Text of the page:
A reader relocating to a smaller home asks Dr Platzhund how she can help her cats avoid stress and adjust to a new home
Q: I have three adult cats and I’ll soon be relocating to a smaller dwelling – downsizing in all aspects. What is the best way to avoid stressing the cats and getting them to settle in as soon as possible?
A: Any relocation for adult cats is stressful. It’s worse as the established cats get older, because they do not like change. Once they’re more entrenched in their familiar environment they will experience anxiety issues due to less space. They will sense and observe territorial alteration and intrusion with packing, the presence of strangers doing the move, and the adaptation to a new environment with mostly altered visual, auditory and olfactory stimuli.
My personal preference and ideal recommendation is to board the cats at a cattery or veterinary practice prior to packing boxes, and introducing them to the new home after everything is unloaded, the place cleaned, and all furniture and goods unpacked. Sometimes this may not be affordable or practical. Fortunately, cats only think in the moment and adapt very well with boarding and relocating provided you do not convey inappropriate concerns about their welfare.
As soon as they’re brought to the new home they should be isolated in one room with four litter trays for the three cats. They must remain in one room for a period of time proportional to the distance between the previous residence and new one. If it’s nearby, they should be locked up for a minimum of six weeks to prevent them from escaping and running back to their familiar territory, particularly the male cats.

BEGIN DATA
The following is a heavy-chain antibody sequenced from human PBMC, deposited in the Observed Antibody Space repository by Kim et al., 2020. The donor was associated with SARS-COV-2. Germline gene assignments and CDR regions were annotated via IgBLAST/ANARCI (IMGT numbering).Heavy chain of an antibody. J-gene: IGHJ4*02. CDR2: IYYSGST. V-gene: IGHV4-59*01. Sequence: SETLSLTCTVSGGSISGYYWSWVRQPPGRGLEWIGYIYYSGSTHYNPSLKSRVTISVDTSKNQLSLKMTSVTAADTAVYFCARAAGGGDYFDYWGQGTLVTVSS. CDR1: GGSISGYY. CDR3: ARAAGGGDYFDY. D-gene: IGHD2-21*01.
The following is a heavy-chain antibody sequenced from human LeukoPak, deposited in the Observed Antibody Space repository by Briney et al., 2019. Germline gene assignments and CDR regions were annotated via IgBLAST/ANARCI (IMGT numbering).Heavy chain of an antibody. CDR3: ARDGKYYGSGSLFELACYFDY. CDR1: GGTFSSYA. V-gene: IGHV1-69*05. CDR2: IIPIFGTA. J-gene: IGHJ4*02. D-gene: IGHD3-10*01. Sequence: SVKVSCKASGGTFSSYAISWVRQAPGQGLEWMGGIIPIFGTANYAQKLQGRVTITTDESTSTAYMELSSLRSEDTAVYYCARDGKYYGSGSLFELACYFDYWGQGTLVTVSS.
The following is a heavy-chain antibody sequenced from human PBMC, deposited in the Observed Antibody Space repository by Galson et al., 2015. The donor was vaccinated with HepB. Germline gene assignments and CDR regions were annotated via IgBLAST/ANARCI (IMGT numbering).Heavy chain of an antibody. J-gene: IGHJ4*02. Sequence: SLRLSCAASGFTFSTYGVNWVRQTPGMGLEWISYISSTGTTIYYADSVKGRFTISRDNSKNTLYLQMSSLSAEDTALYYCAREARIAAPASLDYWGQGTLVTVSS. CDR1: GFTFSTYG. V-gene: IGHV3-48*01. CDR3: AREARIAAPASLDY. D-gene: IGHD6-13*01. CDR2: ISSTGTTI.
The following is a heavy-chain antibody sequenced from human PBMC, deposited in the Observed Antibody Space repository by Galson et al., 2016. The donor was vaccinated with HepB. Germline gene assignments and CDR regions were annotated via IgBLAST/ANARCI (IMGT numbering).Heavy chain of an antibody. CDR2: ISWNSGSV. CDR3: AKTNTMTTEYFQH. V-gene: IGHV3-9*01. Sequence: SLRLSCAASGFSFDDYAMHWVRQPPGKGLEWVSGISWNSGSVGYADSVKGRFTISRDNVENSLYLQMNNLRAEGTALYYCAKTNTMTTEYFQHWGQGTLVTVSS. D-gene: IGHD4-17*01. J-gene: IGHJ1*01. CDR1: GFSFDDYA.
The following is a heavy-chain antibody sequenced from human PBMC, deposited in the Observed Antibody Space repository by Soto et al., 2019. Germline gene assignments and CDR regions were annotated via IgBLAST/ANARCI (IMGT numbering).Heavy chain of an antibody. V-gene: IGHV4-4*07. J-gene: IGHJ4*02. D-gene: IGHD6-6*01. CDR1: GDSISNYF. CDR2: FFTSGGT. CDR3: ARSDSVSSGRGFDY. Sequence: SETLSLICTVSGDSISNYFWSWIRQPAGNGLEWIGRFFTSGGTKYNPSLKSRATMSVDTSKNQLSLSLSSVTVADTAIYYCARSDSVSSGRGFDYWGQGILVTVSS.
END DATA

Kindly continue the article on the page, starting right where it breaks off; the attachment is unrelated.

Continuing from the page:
The use of pheromone sprays or vaporisers and anxiolytic medication, available from your vet, may allow them to cope better with the change in environment and their dynamic inter-feline relationship adjustment.
The cats will also undergo a restructuring of their associateship due to the new environment, design, obstacles, smells and sounds, including neighbourhood activity. Don’t interfere if they are hissing or spitting at each other while trying to find strategic sites for safety, observation and security once they’re allowed to roam freely around the entire home.
You can use harnesses to walk them around in the garden under your control for brief periods. There’s no guarantee that they will stay, but in the vast majority of situations they will remain close to the people with whom they have developed a bond.